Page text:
Westminster Larger Catechism Study

WLC – Q. 45. How doth Christ execute the office of a king?

Q. 45. How doth Christ execute the office of a king?
A. Christ executeth the office of a king, in calling out of the world a people to himself, and giving them officers, laws, and censures, by which he visibly governs them; in bestowing saving grace upon his elect, rewarding their obedience, and correcting them for their sins, preserving and supporting them under all their temptations and sufferings, restraining and overcoming all their enemies, and powerfully ordering all things for his own glory, and their good; and also in taking vengeance on the rest, who know not God, and obey not the gospel.

Wow, there is much in this statement. May be best to briefly touch a few key points Vos comments on and let you read the rest.

Into what three spheres does the catechism divide the exercise of Christ’s kingly office? The three spheres are: (a) the sphere of the visible church; (b) the sphere of the invisible church; (c) the sphere of the world.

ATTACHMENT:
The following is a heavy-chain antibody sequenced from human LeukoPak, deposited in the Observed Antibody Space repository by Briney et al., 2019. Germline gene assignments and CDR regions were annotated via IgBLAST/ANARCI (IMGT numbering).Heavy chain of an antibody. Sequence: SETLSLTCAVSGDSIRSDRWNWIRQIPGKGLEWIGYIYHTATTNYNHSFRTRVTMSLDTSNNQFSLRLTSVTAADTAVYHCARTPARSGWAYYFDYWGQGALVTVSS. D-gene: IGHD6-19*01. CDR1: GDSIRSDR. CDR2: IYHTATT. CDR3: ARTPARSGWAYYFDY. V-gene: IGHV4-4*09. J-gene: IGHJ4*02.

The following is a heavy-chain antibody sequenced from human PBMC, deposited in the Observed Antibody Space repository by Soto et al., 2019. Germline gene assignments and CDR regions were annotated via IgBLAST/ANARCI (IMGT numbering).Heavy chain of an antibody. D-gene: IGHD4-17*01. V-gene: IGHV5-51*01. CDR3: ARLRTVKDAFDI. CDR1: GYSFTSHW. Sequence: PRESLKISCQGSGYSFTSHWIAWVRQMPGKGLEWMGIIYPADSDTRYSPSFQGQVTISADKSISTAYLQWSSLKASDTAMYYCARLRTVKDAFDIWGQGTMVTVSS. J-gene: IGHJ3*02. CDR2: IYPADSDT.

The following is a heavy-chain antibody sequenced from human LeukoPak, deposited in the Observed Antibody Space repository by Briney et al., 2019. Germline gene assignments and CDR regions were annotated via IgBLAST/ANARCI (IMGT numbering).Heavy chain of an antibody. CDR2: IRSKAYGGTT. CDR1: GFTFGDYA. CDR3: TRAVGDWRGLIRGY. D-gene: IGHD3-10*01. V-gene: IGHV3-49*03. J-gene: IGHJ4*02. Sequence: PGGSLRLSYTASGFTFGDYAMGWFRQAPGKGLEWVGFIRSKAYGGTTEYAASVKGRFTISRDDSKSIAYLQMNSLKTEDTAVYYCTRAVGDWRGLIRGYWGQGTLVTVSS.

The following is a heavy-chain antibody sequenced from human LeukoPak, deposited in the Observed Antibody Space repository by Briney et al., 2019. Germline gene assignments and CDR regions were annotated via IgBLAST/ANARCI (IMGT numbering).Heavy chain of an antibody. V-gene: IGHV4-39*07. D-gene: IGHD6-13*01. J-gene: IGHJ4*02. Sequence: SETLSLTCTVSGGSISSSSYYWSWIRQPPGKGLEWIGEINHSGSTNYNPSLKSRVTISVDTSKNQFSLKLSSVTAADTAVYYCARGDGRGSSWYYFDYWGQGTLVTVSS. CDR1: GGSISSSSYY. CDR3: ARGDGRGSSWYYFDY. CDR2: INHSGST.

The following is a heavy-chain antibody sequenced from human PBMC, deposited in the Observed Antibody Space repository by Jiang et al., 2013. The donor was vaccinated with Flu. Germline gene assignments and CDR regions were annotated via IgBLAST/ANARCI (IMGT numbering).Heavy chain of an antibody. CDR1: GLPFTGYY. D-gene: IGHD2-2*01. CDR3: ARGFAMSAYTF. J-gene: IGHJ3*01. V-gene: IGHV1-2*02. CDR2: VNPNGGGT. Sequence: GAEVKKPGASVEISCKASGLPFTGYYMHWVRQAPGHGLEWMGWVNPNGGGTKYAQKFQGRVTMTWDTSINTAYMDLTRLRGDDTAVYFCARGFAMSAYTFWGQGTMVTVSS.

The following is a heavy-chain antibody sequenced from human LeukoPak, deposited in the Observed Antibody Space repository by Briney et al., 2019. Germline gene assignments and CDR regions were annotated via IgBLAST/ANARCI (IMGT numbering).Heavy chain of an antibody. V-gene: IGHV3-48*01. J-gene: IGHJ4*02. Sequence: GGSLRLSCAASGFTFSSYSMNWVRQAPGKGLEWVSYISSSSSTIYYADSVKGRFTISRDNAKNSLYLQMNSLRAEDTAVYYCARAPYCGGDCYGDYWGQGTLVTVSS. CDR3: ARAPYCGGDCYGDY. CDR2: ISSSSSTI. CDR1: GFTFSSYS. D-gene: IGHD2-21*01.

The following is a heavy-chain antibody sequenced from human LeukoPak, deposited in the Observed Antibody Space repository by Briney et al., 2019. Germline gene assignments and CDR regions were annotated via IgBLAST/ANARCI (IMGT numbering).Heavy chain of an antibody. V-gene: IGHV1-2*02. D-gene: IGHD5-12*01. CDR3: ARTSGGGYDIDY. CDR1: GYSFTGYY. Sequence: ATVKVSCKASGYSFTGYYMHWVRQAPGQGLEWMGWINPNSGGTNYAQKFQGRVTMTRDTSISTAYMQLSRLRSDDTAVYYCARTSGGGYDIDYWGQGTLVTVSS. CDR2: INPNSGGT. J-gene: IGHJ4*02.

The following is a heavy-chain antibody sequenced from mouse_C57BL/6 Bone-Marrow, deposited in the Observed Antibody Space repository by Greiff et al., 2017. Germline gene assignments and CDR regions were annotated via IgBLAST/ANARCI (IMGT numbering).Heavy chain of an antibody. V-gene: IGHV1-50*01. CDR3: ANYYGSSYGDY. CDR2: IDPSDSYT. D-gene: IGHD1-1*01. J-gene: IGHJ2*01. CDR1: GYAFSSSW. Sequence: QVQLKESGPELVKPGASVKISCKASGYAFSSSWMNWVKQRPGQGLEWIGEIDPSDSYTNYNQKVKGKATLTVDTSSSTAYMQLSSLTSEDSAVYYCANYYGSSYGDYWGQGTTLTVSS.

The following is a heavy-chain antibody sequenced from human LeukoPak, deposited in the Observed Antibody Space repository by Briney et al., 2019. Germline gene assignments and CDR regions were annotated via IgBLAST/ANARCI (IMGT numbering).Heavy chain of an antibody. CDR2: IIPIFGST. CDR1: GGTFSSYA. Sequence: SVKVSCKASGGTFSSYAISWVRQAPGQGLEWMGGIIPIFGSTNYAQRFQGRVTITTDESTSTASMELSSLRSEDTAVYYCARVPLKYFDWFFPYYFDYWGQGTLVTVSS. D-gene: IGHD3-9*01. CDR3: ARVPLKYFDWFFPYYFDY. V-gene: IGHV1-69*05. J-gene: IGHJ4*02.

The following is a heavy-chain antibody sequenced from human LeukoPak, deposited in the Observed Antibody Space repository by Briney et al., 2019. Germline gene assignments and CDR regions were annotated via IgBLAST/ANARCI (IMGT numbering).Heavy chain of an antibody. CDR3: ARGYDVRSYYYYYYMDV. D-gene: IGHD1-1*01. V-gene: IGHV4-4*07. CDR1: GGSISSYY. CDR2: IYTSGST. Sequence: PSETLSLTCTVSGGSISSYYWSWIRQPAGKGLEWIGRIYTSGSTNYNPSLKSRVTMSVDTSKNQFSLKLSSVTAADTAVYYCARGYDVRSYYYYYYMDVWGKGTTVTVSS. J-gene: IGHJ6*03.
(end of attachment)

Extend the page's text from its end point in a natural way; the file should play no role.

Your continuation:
Which is the most important of these three spheres in which Christ’s kingly office is exercised? The sphere of the invisible church, or the body of the elect, is the most important, for it is for the benefit of the invisible church that Christ exercises his kingly office (a) in the visible church, and (b) in the world or universe.

Let’s focus in a bit more on the invisible church since many today are not familiar with that term.

What elements are included in Christ’s kingly rule in the invisible church? These elements are: (a) Bestowing saving grace upon his elect, by the work of the Holy Spirit in their hearts and lives, resulting in their being united to Christ in their effectual calling. (b) Rewarding the obedience of his people, both now by his providence, and at the Judgment by his supernatural power; and correcting his people for their sins, in his providential discipline during the present life. (c) Preserving and supporting his elect under all their temptations and sufferings, so that they are never overwhelmed with troubles, but are always kept from despair.

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